Several months after Oakes died, I was talking to my friend Dr. Caroline Lee and she asked me to write a letter to incoming fellows at SLCH to give them advise on what they need to know about beginning their fellowships in the Heart Center. She explained to me that she had asked several of her collages at the hospital to also write these letters. She was going to be giving a presentation to the incoming fellows and was compiling advise to share with them. When she told me which other doctors would be contributing I was absolutely intimidated, but I felt very confident that I could write from my heart and offer a very special perspective.
I thought about this letter for a couple of weeks and then when I sat down to write it, it just poured out of me. I wanted to share this because, well, it comes from my heart, it speaks to where my head was two months after Oakes passed and where it still is. The overall message is still powerful to me. My goal during most of Oakes' life was to live with him, to carry on with my family the best I could, and today in the midst of this yucky grief, I am still striving for the same goal.
Dr. Lee shared with me that she read my letter last as her closing words to the fellows. My letter was later published in the SLCH newsletter for staff and employees to read. I hope it inspired at least one student, and impacts at least one family. I hope it will inspire you too.
Advise from Oakes' Mom:
I am a Mom. A worried, scared, emotional, overwhelmed Mom. Not only is this unit foreign to me, it is THE scariest place I have ever been. Please meet my son. He is not just a chart. He is the little bundle of cuteness in this hospital crib. He is my life, my heart, and my love. Please come in and look at him, and (after you foam in) please feel free to touch him. He is not just numbers on a monitor. He is my baby. If you are up for it, please smile at him and me. If I ramble on and on to you and ask you impossible questions that you don't have answers for, so just tell me that. It is refreshing to know that not everyone in the unit knows everything! After we talk about my son it's OK to linger a minute and ask me how I am doing today or offer some nicety. More than likely I am freaking out, full of anxiety, a hot mess and stressed in a way that I didn't know was possible. Being friendly towards me is welcomed. I may not be a brilliant doctor, but I might be an expert on my kid, so please listen to me when I feel the need to chime in. Ask me questions and ask me for my opinion too.
I imagine that one comes into this profession to not just 'help people' but to help some of the smallest and most vulnerable people. For this, I admire you. I admire your interest in and dedication to these sick little people, but I challenge you to help more than the patient that has been admitted. As a Mom that has spent nearly fifteen consecutive months in the Cardiac Intensive Care Unit at St. Louis Children’s Hospital, I am pleading with you to help give admitted families a better life while they are here. This may be by extending the life of each patient, but I have to stress that increasing the quality of each day spent in the unit is what will comfort parents and patients maybe as much or more than the news of good test results. While I was here I understood that my baby was very sick and his heart had complex defects, and I respected that moving him too much or providing too much stimulation wasn't always in his best interest. However, very often, quality time with Oakes was great medicine for my little man and myself. Be assured when I looked into my son's crib I saw perfection, he was my sweet, little baby. My goal was always to get him home, and as soon as possible. But while we waited to get him there, we wanted to continue to LIVE within the unit. I wanted to hold him as much as possible, I wanted to snuggle with him and I wanted to nurse him. I want to do normal things with him – dress him, bathe him, read books to him and see him interact with his sister and Papa. I wanted him to hit milestones no matter how delayed, and I wanted to make as many positive memories with him as I possibly could. Life can be very short in the Cardiac Intensive Care Unit, so please help families live the best lives that they can. This may be as simple as sharing a smile or being friendly, showing interest or concern in a family, suggesting they leave the hospital for a little bit to take a break or to go home to sleep for the night. It may be advocating for normal family interactions or special activities, or it may be simply reaching out to a social workers, therapists, or child life specialists when you can sense a need from a family.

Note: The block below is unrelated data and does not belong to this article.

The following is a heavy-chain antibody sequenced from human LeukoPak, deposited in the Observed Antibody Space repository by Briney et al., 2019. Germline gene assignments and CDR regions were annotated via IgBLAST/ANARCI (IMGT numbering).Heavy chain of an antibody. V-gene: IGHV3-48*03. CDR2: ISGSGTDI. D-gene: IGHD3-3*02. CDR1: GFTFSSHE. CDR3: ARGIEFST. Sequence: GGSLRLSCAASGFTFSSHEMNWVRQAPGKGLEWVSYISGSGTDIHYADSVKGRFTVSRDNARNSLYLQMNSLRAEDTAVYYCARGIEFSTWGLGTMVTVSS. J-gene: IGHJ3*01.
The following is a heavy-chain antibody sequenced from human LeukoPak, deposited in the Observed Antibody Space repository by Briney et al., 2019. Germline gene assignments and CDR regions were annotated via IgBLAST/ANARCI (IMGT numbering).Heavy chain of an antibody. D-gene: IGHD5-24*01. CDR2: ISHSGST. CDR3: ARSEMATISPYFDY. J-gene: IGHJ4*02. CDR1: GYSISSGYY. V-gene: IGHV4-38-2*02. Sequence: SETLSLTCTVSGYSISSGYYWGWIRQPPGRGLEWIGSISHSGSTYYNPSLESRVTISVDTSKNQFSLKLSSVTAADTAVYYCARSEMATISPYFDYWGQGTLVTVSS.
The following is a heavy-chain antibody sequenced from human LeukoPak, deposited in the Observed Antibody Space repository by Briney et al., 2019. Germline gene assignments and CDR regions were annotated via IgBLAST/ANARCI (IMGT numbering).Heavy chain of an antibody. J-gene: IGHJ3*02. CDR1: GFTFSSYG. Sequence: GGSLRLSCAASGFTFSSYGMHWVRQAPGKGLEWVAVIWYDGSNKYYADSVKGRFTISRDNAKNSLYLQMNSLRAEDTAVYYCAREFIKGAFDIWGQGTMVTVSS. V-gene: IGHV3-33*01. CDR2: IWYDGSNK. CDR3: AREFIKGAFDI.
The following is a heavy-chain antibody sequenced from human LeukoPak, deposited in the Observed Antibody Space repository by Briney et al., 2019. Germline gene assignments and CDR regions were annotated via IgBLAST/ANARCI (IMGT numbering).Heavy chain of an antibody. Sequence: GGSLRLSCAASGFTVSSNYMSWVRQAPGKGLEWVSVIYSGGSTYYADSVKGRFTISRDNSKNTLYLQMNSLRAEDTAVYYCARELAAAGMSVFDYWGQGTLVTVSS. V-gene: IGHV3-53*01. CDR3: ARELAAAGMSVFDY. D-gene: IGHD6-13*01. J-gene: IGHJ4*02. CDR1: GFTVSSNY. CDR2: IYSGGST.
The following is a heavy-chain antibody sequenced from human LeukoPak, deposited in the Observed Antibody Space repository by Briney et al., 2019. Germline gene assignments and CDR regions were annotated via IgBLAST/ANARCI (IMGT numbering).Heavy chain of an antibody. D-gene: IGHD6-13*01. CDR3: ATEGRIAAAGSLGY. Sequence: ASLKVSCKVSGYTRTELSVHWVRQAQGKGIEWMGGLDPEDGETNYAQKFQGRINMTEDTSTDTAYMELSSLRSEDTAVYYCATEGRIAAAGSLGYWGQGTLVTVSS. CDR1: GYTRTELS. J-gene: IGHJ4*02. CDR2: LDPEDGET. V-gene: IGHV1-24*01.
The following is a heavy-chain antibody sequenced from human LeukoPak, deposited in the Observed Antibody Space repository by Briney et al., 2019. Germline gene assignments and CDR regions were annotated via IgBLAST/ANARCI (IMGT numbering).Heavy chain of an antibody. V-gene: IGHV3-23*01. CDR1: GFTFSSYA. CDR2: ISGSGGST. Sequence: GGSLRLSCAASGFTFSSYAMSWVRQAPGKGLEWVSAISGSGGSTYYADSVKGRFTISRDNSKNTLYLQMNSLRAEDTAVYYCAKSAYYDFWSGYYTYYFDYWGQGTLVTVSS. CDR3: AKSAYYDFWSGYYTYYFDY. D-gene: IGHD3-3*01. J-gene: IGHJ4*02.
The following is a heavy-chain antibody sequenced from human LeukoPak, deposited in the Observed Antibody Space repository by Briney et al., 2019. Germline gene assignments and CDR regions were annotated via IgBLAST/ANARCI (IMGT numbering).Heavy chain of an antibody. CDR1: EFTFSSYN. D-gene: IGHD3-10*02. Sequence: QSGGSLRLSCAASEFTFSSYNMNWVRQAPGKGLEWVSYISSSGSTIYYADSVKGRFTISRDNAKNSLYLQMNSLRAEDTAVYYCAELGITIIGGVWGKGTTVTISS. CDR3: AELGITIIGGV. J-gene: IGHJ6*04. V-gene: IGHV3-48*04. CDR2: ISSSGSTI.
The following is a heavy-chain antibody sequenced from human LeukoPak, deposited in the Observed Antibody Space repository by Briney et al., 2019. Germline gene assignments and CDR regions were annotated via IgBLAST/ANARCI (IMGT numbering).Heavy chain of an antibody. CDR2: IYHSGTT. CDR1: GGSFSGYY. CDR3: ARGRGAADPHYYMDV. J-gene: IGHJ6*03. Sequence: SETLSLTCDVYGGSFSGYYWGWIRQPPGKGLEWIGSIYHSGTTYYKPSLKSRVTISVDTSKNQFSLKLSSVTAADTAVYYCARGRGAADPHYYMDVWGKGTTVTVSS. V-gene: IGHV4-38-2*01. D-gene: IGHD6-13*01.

I am Oakes’ Mom. I have been worried, scared, emotional and overwhelmed. After those fifteen months Oakes left the Cardiac Intensive Care Unit, he left this life and moved on. His passing was not that long ago, but already the memories that are the strongest are not loud memories of who delivered bad news in a good way, or how an emergency was handled, what numbers the monitors displayed or other medical details. What stands out far beyond anything else and what I was able to bring home with me are amazing quiet memories of normal moments – wearing a onsie, sitting up, eating applesauce, falling asleep in my arms, smiles at a big sister, flirtations with a special nurse, cooing at a grandma. I am so thankful that we were given moments that bonded us to Oakes, moments that made our lives feel normal and moments that reminded us that Oakes was normal too. He wasn’t just Oakes, the sick baby in room nine. He was our son – sweet, happy, perfect, Mighty Oakes.
I am thankful for those moments and I am thankful for the amazing staff that helped to make those moments happen.
LIke I mentioned, I admire you and I pretty much love you for the work that you are about to begin helping children and their families. May you all be mighty.